Providing girls and young woman with a sense of importance on math and mechanical skills, and with opportunities to develop those skills, would surely go a long way toward enlarging their horizons, both occupationally and socially.
Let me share Sheila Widnall‘s top ten reasons why women are important to the profession of engineering.
10. Women are a major force in our society. We are self conscious about our role and determined to be heard.
9. Women are 50% of the consumers of products in our society and make over 50% of the purchasing decisions.
8. Who today would choose a profession that did not have a significant percentage of women?
7. Women are integrators. We are experts at parallel processing, at handling many things at once. Women are comfortable in fuzzy situations.
6. Women are team builders. Women inherently practice what is now understood as an effective management style.
5. Engineering should be/could be the 21st century foundation for all of the professions.
4. Women are 50% of our intellectual resource. Without women, engineering will need to access-say-the upper 20% of our talent to fill its human requirements. With women, it will be able to access -say- the upper 10%.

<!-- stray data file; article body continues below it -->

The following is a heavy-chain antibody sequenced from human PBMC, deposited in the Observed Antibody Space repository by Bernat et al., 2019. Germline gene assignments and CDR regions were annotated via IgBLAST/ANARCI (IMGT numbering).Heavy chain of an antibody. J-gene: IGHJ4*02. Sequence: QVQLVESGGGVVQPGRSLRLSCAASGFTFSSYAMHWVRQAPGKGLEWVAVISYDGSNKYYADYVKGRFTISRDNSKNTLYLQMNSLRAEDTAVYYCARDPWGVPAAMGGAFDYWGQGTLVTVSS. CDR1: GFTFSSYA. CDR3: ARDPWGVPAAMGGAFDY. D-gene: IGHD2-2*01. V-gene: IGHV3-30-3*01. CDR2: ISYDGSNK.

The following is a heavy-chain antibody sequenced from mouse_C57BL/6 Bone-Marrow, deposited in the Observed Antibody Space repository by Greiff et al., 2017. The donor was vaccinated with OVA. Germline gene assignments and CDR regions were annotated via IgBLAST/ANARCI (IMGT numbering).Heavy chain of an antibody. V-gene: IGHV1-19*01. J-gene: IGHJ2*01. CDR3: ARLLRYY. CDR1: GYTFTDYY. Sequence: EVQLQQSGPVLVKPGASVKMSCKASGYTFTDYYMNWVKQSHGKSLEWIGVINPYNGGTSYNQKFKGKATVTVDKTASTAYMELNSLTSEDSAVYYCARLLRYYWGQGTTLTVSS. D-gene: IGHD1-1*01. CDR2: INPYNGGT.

3. Women are a major force in the professions of law, medicine, the media, politics and business.
2. Women are active in technology. Often they have simply by-passed engineering on their way to successful careers in technology.
1. Women are committed to the important values of our times, protecting the environment, product safety, education and have the political skill to be effective in resolving these issues. They will do this with or without engineering. Women are going to be a huge force in the solution of human problems.
Why is it so important that we encourage more women to go into the fields of science, technology, engineering, and mathematics (STEM)? Individually, we can’t change the fact girls make up a very small percentage of the programmers, engineers, and scientists shown on television and in movies, nor can we change the way the media portrays girl “geeks.” What we can do, however, as a simple step basis is to start making a difference in our community and in the lives of the young girls we know personally. Everything starts from a single coin. One day we will just woke up, the young girls we help will grow up to cure diseases, write computer programs, discover the next technological advances, and ultimately change the world.
My hopes are up that tomorrow I would see engineering classrooms full of bright, young, enthusiastic students, both male and female in roughly equal proportions, who are excited about the challenge of applying scientific and engineering principles to the technical problems facing our society.
Women belong in engineering. Women have always contributed to the diverse fields of engineering in modern and historical times. The history of women in engineering predates the development of the profession.
We, Women, want it all. We can connect with the important issues facing our society. We want critical. We want full lives. We want important work. We want satisfying and rewarding careers. We deserve it, because We Belong.